A few years ago, I wanted to create a leadership program for women. I discussed this with my friend Aparna and we both were excited about the idea but unsure of the response from the world. We were sure that we would be able to provide an enjoyable and meaningful experience for the women, we were sure that there was a need for this but would people see it in the same way?
I have always had mixed feelings about this whole ‘Women Leadership’ idea. A leader is a leader, I thought. Why should gender enter the picture? Surely, we look for general leadership qualities in a person and anyone who has those should be the right person for the job, whether it is in a corporate or a country. I am a leadership development consultant who works with organizations to develop and enhance the leadership potential of employees. Over the last twenty years, I have worked with many leadership teams in a variety of organizations. The percentage of women in any senior leadership program is usually between 0-10%. I have rarely had more than 2-3 women in a group of 20 leaders. Often these women would not be vocal during the discussions. Some of them would come up to me during a break and talk about things that they did not bring up in front of the large group. Issues with in-laws, concern over children’s studies, the stress of having to handle home and a career, dealing with pushy male colleagues and the perennial ‘ work-life balance’ dilemma.
Something was not right.
These were bright hardworking women, who seemed just as capable and talented as their male counterparts but their struggles were different, the decisions they needed to make at different stages in their lives were different. One of the women didn’t want to be seen as ‘emotional’ by talking about her problems with her boss. Another claimed that she had seen herself as equal to any male leader but now in her forties, she had begun to have ‘female health’ problems that she could not discuss with anyone at work. She thought about quitting. ‘We all are treated equally at work’, said another. ‘And that sometimes is a problem. I am expected to take calls late at night when I have a young baby to take care of. But I don’t want to ask for special treatment.’ None of the women spoke about leadership skills that they needed. They knew about negotiation and networking. They could be just as assertive as men when required. They could take tough decisions. They received the same inputs that men did in terms of skills, tools and techniques.
Most organizations these days do something on Women’s Day, from ladies lunches to spa vouchers to the token seminar where prominent women come to offer words of wisdom and inspiration. A few companies run initiatives for women by offering them separate workshops or coaching and mentoring support. Some do it to check off the Diversity box. Most don’t do anything. An HR leader I met was proud of the fact that the organization did not see men and women differently. Everybody is equal, she said, so we don’t want to do anything separate for women. There is no glass ceiling, said another. We don’t offer concessions.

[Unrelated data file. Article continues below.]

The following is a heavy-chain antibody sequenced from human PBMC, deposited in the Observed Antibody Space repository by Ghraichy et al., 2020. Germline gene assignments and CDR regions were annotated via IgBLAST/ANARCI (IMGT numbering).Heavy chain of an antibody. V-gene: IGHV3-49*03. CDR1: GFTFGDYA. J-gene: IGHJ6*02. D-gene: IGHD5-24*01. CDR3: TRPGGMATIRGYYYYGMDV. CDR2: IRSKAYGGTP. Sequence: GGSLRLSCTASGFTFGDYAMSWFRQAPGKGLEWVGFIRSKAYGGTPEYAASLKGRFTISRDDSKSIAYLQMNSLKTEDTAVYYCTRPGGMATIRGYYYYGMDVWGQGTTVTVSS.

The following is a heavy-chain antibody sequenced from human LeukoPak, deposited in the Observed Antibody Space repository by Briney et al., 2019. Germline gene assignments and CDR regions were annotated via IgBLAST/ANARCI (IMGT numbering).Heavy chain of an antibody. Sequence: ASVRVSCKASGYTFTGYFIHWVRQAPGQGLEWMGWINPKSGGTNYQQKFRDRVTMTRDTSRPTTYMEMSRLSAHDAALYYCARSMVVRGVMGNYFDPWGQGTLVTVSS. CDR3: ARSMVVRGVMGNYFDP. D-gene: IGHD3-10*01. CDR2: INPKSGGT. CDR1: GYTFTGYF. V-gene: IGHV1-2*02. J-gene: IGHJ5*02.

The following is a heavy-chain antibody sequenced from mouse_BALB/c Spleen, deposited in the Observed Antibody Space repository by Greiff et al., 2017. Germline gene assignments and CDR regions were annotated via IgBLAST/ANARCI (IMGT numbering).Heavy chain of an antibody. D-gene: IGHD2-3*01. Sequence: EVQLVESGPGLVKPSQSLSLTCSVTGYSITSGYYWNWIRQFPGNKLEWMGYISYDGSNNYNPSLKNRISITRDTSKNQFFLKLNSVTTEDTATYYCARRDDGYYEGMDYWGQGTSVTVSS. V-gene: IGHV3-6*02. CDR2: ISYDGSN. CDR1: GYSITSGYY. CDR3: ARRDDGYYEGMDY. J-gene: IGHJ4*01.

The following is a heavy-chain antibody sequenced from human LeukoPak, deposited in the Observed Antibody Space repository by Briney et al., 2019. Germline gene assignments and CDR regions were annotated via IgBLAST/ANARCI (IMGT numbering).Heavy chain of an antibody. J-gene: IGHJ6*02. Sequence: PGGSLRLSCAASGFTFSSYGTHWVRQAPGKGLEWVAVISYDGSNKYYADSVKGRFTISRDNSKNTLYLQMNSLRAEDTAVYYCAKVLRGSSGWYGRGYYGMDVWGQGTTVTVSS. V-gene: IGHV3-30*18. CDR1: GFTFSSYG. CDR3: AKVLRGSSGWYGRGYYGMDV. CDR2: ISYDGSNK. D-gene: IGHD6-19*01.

Offering women a separate space whether on buses or leadership programs does not damage the notion of equality but promotes equity. Equality is treating everyone the same. Equity is giving everyone what they need to be successful. Equality seems fair but can be damaging because everyone does not start from the same point. I remember a cartoon I saw showing three children of different heights standing on identical boxes to watch a match over a high wall. Giving the shortest kid the same box as the tallest does not help the little fellow to get a better view of the game.
Despite the stated equality, women were feeling more stressed and pressured. They were not rising to the top levels of the organization, they were leaving the table before their time. The organizational culture and working conditions are a major factor in determining the diversity of the workforce but these take a long time to change and are beyond the control of the individual woman. We have had centuries of patriarchy and male domination of positions of power. Women are relatively new to the leadership game. A recent research showed that there was a 70% overlap between the words used to describe a Man and a Leader and only a 10% commonality between the words used to describe a Woman and Leader. We still see leadership as a masculine quality and as long we define it that way, women will be at a disadvantage. The boxes we stand on are not big enough for us to get an equal view.
No one is going to give us the bigger boxes if they don’t ask for it. We need to create them on our own or just grow taller. From my conversations, I understood that what most of them needed was a safe space to discuss the challenges they faced without being judged. They wanted to discuss issues without being seen as females bringing up ‘female problems’. They needed support in getting unstuck from their limiting beliefs and mindsets. They wanted to hear how other women dealt with the same challenges. They wanted ideas on how to bring about a change in themselves and their environment, whether it was the office or home. They needed time to reflect and connect with themselves. Sometimes, the girls just wanted to have fun and relax.
Nirupama Subramanian is a Leadership Coach and Author. Views expressed are her own. Edited excerpts.